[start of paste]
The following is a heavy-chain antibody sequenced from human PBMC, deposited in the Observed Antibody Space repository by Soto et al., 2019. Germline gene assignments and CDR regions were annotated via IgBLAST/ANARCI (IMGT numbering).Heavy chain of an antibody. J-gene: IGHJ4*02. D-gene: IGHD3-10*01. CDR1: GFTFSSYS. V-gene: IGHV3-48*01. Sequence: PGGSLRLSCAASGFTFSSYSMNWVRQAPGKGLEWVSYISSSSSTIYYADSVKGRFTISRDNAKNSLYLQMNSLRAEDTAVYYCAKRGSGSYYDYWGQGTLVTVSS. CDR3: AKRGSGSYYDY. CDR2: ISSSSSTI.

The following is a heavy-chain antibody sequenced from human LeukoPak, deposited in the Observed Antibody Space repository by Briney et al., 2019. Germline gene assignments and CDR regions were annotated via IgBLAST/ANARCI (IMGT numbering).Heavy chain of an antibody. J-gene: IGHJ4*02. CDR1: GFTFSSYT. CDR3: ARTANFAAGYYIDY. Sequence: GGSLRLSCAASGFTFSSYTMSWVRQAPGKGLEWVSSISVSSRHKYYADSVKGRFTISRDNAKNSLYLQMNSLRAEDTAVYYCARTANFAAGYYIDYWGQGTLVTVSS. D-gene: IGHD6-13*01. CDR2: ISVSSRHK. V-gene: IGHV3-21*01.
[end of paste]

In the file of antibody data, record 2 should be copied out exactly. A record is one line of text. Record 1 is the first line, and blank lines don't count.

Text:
The following is a heavy-chain antibody sequenced from human LeukoPak, deposited in the Observed Antibody Space repository by Briney et al., 2019. Germline gene assignments and CDR regions were annotated via IgBLAST/ANARCI (IMGT numbering).Heavy chain of an antibody. J-gene: IGHJ4*02. CDR1: GFTFSSYT. CDR3: ARTANFAAGYYIDY. Sequence: GGSLRLSCAASGFTFSSYTMSWVRQAPGKGLEWVSSISVSSRHKYYADSVKGRFTISRDNAKNSLYLQMNSLRAEDTAVYYCARTANFAAGYYIDYWGQGTLVTVSS. D-gene: IGHD6-13*01. CDR2: ISVSSRHK. V-gene: IGHV3-21*01.